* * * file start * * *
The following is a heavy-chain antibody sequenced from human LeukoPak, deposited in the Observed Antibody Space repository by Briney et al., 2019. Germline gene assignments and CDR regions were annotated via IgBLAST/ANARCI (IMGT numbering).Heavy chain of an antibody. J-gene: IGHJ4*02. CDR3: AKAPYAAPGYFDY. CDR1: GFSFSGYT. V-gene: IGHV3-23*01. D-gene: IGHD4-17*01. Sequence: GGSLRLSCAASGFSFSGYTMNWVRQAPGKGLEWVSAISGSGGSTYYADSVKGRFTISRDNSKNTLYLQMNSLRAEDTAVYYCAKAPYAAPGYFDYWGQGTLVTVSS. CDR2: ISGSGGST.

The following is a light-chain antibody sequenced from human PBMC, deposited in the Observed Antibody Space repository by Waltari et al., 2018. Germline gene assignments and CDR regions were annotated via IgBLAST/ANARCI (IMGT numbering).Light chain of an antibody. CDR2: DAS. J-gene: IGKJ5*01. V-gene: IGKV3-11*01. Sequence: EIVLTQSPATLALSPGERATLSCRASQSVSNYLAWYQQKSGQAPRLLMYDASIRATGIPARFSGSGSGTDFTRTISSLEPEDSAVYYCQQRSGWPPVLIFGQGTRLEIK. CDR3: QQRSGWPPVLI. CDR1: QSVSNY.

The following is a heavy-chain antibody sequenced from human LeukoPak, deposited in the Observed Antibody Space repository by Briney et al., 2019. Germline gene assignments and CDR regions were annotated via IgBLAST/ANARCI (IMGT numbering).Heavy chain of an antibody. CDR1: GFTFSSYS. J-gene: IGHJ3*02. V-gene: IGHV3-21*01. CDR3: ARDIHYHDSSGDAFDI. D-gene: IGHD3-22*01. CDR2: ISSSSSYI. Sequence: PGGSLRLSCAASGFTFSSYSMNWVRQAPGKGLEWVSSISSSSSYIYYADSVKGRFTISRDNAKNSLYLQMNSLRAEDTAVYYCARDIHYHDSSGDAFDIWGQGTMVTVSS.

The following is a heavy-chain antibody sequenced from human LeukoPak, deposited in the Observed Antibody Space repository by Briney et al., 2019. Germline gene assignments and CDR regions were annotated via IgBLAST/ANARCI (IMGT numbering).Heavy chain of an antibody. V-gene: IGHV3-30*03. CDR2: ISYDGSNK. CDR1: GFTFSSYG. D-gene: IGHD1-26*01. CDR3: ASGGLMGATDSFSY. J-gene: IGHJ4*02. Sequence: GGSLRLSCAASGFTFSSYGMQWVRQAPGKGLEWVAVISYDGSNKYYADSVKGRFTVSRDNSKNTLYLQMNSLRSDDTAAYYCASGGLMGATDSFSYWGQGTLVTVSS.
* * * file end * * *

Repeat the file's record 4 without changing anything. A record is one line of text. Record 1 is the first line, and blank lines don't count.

The following is a heavy-chain antibody sequenced from human LeukoPak, deposited in the Observed Antibody Space repository by Briney et al., 2019. Germline gene assignments and CDR regions were annotated via IgBLAST/ANARCI (IMGT numbering).Heavy chain of an antibody. V-gene: IGHV3-30*03. CDR2: ISYDGSNK. CDR1: GFTFSSYG. D-gene: IGHD1-26*01. CDR3: ASGGLMGATDSFSY. J-gene: IGHJ4*02. Sequence: GGSLRLSCAASGFTFSSYGMQWVRQAPGKGLEWVAVISYDGSNKYYADSVKGRFTVSRDNSKNTLYLQMNSLRSDDTAAYYCASGGLMGATDSFSYWGQGTLVTVSS.